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Agassiz's Corydoras

agassiz's corydoras

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Scientific Name:   Corydoras agassizi      
Min. Tank Size:   40 gallons      
Personality:   Peaceful      
Temperature:   72-79°F      
pH:   6.0-7.5/2-20°dGH       
Size:   3.5"      
Diet:   Omnivore      
Breeding:   Egglayer      


Well suited to the community tank; Characins, Cyprinids, Anabantoids, Dwarf Cichlids and other Catfish.

Agassiz's Corydoras

Agassiz's Corydoras are often confused with other members of the same family because they are remarkably similar in appearance. This species is silver or transparent on the body and covered with small black spots. Some specimens also have a black band on the front edge of the dorsal fin or a splotch at its base near the back of the head. These fish can be distinguished from other Corydoras by the two rows of armored plates that run along the flanks - they also have fewer than ten dorsal fin rays.

Tank Set-up

Agassiz's Corydoras, also called the Spotted Corydoras, are native to the Amazon River basin near Brazil. These fish tend to prefer sandy substrate because gravel could damage their sensitive barbels. Tanks for this species of Corydoras should provide plenty of cover in the form of floating plants and bogwood and the lighting should be dim. These fish are very peaceful and well suited to the community tank. They are best kept in groups with at least six of their own species and tend to be more active when kept with conspecifics.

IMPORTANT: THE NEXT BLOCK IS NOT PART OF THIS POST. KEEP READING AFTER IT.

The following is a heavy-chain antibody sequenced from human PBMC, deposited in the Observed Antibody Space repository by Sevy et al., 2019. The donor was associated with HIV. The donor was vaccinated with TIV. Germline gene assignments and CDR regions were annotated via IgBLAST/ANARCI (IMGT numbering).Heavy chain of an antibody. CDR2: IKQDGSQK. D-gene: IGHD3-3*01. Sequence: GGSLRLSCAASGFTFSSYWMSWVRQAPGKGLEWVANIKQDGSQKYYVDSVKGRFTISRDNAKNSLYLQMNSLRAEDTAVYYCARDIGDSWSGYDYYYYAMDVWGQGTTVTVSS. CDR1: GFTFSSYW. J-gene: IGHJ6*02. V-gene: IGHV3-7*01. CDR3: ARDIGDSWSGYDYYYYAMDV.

Agassiz's Corydoras are omnivorous by nature and are likely to accept almost any food they are offered. Give your Corydoras a staple diet of sinking pellets or tablets supplemented with live and frozen foods like bloodworms, Artemia and Daphnia. Agassiz's Corydoras may also accept Spirulina wafers or blanched vegetables.


Agassiz's Corydoras are fairly easy to breed in the home aquarium and should be spawned in groups having a higher ratio of males to females. These fish tend to deposit their eggs on tank glass and may eat the eggs so it is wise to remove the parent fish from the tank after spawning. The eggs typically hatch after 3 to 4 days and, once the fry consume their yolk sacs, they will be ready to eat microworms and brine shrimp nauplii.

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